## Calculus: Early Transcendentals 8th Edition

$y=\frac{1}{2}x+1$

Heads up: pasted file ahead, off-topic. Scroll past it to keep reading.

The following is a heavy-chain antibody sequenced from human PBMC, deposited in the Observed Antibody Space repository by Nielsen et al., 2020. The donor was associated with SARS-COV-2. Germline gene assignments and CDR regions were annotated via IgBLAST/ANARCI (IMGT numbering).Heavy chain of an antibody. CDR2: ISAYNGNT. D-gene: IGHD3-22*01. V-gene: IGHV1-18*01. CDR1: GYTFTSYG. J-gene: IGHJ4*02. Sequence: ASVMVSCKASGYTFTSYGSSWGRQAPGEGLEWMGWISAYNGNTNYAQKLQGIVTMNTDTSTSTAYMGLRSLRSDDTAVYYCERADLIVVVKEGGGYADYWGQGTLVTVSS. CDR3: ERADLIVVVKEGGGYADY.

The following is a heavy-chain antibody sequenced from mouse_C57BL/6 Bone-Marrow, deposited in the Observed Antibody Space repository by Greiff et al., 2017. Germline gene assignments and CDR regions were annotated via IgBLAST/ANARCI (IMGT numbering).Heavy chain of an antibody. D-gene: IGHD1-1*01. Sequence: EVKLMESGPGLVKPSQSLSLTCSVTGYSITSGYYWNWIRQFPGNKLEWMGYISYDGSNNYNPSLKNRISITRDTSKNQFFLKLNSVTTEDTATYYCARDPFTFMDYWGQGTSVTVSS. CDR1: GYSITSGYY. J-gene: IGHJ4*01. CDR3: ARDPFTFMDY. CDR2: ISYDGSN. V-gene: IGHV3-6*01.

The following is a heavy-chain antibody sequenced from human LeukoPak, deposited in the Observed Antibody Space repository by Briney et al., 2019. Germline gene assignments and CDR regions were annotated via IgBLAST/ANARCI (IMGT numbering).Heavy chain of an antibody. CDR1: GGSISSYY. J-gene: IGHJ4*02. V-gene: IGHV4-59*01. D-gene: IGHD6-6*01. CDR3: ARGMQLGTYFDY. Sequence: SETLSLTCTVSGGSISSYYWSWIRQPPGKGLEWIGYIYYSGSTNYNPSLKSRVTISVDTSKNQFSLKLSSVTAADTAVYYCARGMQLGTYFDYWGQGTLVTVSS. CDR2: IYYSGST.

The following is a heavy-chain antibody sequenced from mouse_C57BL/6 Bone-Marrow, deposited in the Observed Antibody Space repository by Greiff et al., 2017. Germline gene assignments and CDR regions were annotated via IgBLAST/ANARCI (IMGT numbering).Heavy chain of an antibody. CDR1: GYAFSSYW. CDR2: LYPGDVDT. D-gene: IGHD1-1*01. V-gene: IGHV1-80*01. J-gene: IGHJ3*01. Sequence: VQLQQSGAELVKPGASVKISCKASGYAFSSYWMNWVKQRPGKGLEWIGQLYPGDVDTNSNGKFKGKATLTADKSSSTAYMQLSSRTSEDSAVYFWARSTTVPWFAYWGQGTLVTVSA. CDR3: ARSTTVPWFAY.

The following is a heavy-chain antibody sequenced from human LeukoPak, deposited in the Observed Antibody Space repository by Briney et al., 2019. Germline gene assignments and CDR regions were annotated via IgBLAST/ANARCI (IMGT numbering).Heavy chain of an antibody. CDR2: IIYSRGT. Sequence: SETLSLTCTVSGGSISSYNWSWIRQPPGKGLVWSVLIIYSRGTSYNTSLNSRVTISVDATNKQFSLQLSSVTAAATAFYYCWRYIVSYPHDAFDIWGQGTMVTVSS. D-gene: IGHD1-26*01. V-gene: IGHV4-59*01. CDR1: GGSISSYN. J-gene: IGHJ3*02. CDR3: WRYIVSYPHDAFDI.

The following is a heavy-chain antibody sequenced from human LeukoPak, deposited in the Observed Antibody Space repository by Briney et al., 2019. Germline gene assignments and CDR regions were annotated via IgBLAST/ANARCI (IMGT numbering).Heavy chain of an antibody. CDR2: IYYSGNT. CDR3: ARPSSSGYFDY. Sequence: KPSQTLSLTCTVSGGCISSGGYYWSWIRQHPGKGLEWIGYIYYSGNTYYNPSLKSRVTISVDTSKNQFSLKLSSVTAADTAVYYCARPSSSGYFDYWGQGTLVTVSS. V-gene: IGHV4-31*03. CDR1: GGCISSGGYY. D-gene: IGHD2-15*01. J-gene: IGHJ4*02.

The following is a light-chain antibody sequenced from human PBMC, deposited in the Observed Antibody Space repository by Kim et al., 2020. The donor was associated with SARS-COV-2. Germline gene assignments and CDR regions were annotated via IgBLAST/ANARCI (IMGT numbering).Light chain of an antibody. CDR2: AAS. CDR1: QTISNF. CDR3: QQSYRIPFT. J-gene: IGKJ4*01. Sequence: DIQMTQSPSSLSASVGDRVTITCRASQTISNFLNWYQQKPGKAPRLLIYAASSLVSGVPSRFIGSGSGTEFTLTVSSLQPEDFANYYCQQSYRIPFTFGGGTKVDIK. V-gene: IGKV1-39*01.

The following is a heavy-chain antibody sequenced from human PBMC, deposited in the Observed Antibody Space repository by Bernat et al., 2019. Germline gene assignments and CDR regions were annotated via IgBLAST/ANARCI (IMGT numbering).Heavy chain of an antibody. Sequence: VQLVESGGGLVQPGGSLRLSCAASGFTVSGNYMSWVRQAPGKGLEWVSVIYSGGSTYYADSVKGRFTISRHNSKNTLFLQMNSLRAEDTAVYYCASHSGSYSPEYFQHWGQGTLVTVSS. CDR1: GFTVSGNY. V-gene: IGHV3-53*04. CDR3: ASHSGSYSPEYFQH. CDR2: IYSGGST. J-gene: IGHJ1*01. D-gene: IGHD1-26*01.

We have our original function below: $f(x)=\frac{1}{1+x^2}$ We see that we have a quotient, so let's remember the quotient rule: $\frac{d}{dx}[\frac{f(x)}{g(x)}]=\frac{f'(x)g(x)-f(x)g'(x)}{g(x)^2}$ Using this, let's find the derivative of both the numerator and denominator of $f(x)$: Numerator = $1$ Derivative of Numerator = $0$ Denominator = $1+x^2$ Derivative of Denominator = $2x$ Now, let's plug that into the quotient rule: $f'(x)=\frac{0(1+x^2)-2x(1)}{(1+x^2)^2}$ And simplify: $f'(x)=\frac{-2x}{(1+x^2)^2}$ Now we have the derivative. Let's now use the point $(-1,\frac{1}{2})$ to find the slope. To do that, we need to plug in $x=1$ for all $x$ in $f'(x)$: $f'(-1)=\frac{-2(-1)}{(1+(-1)^2)^2} = \frac{2}{4} = \frac{1}{2}$ So now we know that the slope ($m$) equals $\frac{1}{2}$ So we can use the point-slope form of a line to now get an equation: $y-y_1=m(x-x_1)$ Now we plug in our points. Remember from the point $(-1,\frac{1}{2})$, $x=-1$ and $y=\frac{1}{2}$ $y-\frac{1}{2}=\frac{1}{2}(x+1)$ Now we just have to solve for $y$: $y-\frac{1}{2}=\frac{1}{2}x+\frac{1}{2}$ $y=\frac{1}{2}x+1$ And that's our equation for the tangent line of $f(x)=\frac{1}{1+x^2}$ through the point $(-1,\frac{1}{2})$. To get a graph, just use a graphing utility and graph the original function and the tangent line.